The Albuquerque Museum currently has an exhibition that focuses on politics through the lens of art.
“Art of Politics” is an exhibition put together by Benjamin Masemen in collaboration with Albuquerque Museum Assistant Curator of Art Titus O’Brien. The exhibit displays various forms of art including photographs, drawings and protest signs.
The exhibit contains a variety political views and sentiments, said O’Brien. The art depicts anti-militarism politics, contemporary politics and identity politics. It also includes civil rights politics, international politics and Chicano politics.
“Art has the potential to break down political boundaries. It doesn’t always, but it certainly can break down boundaries or redefine them,” O’Brien said.
Two of the pieces featured in this collection were painted by Raychel Stine, a fine arts professor at The University of New Mexico. These paintings are on pieces of cardboard from the 2017 Albuquerque Women’s Rally.
The first sign depicts Lady Liberty’s torch and reads, “Truth.” The second piece reads, “No Ban. No Fear. No Wall. Love All.” These protest signs were made from acrylic paint, glitter and ink marker.
UNM alum Charles Hyder took a photograph in 1986 as a part of a anti-nuclear weapons protest. That piece can also be found in the gallery.
Engaging in political art allows people to think about politics and social issues in a new and different way, Maseman said.
His vision for this collection was inspired by recent political events, which helped him start to think about the way art can be used to express opinion and allow people to thoughtfully approach uncomfortable topics, he said.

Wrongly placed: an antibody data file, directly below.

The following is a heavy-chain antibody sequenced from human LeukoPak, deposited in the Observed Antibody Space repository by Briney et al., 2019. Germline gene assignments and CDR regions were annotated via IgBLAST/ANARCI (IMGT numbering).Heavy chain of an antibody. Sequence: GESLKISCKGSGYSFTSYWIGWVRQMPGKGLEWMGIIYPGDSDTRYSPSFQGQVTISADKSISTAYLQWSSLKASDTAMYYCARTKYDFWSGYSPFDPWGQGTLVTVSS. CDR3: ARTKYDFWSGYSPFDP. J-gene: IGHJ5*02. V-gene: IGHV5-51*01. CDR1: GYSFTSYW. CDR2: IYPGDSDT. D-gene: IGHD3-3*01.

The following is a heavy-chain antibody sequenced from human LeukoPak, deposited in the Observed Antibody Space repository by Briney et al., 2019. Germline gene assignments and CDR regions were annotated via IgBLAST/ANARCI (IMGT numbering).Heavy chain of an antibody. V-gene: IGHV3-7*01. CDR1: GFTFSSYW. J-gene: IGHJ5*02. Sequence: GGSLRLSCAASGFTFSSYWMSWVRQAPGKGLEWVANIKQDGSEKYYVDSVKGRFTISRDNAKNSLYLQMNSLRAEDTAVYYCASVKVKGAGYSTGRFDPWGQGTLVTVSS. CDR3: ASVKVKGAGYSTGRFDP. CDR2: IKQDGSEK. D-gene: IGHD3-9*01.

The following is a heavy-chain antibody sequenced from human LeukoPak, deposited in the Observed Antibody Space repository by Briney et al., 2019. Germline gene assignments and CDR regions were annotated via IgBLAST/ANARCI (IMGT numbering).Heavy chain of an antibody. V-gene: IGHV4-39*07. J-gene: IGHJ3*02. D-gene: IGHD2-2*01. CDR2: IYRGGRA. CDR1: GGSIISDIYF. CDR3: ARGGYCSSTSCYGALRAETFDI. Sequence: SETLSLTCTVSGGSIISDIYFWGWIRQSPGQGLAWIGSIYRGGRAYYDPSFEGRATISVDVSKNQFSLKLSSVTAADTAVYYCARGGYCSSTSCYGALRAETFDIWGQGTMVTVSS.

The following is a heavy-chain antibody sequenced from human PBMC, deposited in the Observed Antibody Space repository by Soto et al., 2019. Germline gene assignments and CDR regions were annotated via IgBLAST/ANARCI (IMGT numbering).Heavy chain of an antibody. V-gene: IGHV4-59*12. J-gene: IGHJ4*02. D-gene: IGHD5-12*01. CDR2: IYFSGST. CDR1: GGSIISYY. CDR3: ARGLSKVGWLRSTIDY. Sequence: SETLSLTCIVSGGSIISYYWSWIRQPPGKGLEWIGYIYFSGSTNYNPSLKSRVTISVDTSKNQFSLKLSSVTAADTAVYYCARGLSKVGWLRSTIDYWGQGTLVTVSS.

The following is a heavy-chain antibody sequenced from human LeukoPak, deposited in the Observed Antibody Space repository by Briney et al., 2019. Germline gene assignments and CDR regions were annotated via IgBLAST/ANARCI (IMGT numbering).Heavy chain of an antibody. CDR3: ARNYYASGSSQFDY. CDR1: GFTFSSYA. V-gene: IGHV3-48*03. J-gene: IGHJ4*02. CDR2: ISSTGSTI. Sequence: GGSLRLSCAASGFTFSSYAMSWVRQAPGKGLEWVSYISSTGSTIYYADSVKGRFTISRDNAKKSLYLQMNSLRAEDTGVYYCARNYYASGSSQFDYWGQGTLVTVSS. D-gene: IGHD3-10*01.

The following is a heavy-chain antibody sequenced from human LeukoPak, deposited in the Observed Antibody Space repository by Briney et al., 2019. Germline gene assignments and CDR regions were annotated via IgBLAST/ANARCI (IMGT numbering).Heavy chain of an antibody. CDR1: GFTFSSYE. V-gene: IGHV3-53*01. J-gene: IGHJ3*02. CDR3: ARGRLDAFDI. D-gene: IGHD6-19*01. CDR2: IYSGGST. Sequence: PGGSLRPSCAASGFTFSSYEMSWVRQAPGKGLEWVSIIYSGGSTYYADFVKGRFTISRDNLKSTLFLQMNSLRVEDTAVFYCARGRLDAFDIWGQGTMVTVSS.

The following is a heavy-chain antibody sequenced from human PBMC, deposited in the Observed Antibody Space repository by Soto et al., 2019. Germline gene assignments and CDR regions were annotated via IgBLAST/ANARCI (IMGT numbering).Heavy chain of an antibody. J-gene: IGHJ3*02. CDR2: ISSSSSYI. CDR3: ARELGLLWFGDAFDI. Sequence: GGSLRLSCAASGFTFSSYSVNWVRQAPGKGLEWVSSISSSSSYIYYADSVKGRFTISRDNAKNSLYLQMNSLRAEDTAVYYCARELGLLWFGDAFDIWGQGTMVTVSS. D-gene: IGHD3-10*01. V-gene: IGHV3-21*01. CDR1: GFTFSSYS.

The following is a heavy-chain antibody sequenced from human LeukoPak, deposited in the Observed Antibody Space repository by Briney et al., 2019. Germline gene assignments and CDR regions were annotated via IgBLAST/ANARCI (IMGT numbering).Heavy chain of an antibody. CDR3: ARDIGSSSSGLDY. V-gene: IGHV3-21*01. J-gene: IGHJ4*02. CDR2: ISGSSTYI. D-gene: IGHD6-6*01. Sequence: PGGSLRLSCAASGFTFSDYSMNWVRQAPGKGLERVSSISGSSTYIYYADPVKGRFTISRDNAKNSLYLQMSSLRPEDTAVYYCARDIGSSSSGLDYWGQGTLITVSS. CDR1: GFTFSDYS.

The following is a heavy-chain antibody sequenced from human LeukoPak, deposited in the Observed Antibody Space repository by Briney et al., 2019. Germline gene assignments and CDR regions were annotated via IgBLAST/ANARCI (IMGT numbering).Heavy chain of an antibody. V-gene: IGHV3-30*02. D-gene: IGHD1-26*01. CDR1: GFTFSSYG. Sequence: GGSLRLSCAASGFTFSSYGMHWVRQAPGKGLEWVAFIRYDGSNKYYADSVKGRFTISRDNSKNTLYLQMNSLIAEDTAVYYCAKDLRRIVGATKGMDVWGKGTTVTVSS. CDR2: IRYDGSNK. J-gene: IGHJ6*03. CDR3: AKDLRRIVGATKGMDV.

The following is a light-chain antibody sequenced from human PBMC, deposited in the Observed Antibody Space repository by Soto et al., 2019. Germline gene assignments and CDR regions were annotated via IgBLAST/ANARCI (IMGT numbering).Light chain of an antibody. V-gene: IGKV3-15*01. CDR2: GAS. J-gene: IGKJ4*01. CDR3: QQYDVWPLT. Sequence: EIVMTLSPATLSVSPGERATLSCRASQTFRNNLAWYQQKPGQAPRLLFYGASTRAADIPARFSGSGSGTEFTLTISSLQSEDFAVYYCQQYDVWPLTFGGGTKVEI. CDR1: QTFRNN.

“I’m hoping anyone to who takes the time to engage which this selection of images will be able to leave with some new perspectives on race, violence, protest and the role art can play in political discourse,” Masemen said.
“Art of Politics” included three pieces of art, from two different artists that are propagandistic as well.
O’Brien and Masemen included these pieces because they see propaganda as a type of art. As an art curator, O’Brien sees how politics impacts art, but also sees how art impacts politics, he said.
“There is an art to politics. Often you have propagandistic images with clear standpoints and with a clear position of critique. A lot of political art is more ambiguous. But some signs are more propagandistic, and propaganda is often defined as art with a message. This is a kind of art,” O’Brien said.
“Art of Politics” includes everything from politically neutral or ambiguous art to overtly political pieces that come from clear viewpoints.
Masemen went through a careful selection process for each of the pieces included in exhibit, he said. He conducted research about each of the pieces, the artists and the story behind all of the artwork.
This was important, because as he was able to select a variety of pieces that expressed political, social and personal views, Masemen said.
“Of course people are bombarded with mediated messages, and all media is art,” O’Brien said. “We don’t have any political ideas or views that aren’t impacted by the media and art we are consuming. I think art is continually and perpetually impacting politics. Art can be a cultural symbol and a transformative thing. Art can give something for people to rally around.”
“This installation addresses a lot more than just art and artists. All the work on display is exciting aesthetically, but it also introduces some important questions about identity, war and American history,” Masemen said.
Megan Holmen is a freelance reporter for news and culture at the Daily Lobo. She can be contacted at email@example.com, firstname.lastname@example.org or on Twitter @megan_holmen.